The announcement this month by the Secretary for Financial Services and the Treasury about further changes to the regulatory regime for our profession came as a surprise. The proposals will have significant impacts on our profession and the Institute’s operations.
The Institute has long advocated for enhancing Hong Kong’s regulatory regime, in a measured and considered manner, after consultations and assessment of all its impacts. The transfer of regulatory functions relating to public interest entity (PIE) auditors to the Financial Reporting Council (FRC) in October 2019, and the new oversight arrangements for the Institute’s operations across a range of areas, strengthened the regulatory regime, benefitting Hong Kong’s status as an international financial centre. We therefore believe that there are still a number of areas that need to be clarified regarding the rationale for further changes to the regulatory regime.
The proposals represent a fundamental change in the regulatory landscape of the accounting profession and will affect the business community, especially our members. Any changes should be undertaken after thorough consultation with stakeholders to gauge their views and assess the implications of the reform.
The government should provide more information, notably about the transitional arrangements and period. The Institute wishes for the continued smooth regulation of the profession, and hopes the government and the FRC will consider knowledge transfer and experience sharing, and setting up a tripartite task force to oversee the transition. Changes should also be implemented in stages to ensure the effectiveness of the reforms can be properly assessed.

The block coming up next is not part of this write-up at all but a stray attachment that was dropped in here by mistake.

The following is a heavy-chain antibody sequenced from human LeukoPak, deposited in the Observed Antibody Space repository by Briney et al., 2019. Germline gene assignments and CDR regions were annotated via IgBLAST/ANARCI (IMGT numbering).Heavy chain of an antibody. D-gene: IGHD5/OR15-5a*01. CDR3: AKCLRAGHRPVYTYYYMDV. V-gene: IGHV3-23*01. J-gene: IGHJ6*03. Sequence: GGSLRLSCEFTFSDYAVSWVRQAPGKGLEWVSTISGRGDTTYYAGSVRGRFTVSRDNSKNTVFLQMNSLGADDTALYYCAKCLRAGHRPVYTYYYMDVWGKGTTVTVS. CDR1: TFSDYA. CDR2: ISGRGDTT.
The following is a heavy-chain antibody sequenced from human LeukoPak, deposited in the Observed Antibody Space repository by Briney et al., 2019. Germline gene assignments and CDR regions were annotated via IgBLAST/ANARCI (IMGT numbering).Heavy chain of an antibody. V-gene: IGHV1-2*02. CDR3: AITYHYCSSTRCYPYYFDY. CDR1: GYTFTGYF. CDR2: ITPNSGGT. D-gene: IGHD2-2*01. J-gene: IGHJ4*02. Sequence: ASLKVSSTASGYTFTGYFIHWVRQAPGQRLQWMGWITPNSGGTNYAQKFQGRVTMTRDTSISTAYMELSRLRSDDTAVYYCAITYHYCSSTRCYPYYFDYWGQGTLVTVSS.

The Institute researched the regulatory systems in a number of jurisdictions, including other major international financial centres to determine how the proposals fit in with international practices.
“The Institute wishes for the continued smooth regulation of the profession, and hopes the government and the FRC will consider knowledge transfer and experience sharing, and setting up a tripartite task force to oversee the transition.”
There is no one approach, although generally the focus is on the regulation of PIE auditors. Other jurisdictions have introduced independent regulation of PIE auditors in the last 20 years, but regulatory models for the whole of the accounting profession vary between jurisdictions. The regulatory models developed and applied in individual jurisdictions reflect legal and constitutional systems and structures that affect the organization of the profession, and are also influenced by other factors including statutory audit requirements that vary from place to place.
In some jurisdictions, professional bodies retain, or have been delegated, certain responsibilities in the regulation of non-PIE auditors and generally oversee the professional conduct of non-practising members. While in other jurisdictions, all functions of the professional bodies come under the oversight of a government appointed authority.
To facilitate discussion and feedback collection, the Institute has arranged two members’ forums on the proposals. The first, on 28 June, saw representatives of the Financial Services and the Treasury Bureau introducing the proposals, and their rationale behind the changes and take questions from members viewing the webinar. The second forum will take place on 6 July, where representatives from the FRC will explain their roles if the changes go through. Recordings of both forums will be uploaded and made available via the Institute’s website.
As well as these two forums, the Institute is preparing an online survey to collect feedback. More information on the survey will be available soon.
Raymond Cheng FCPA (practising)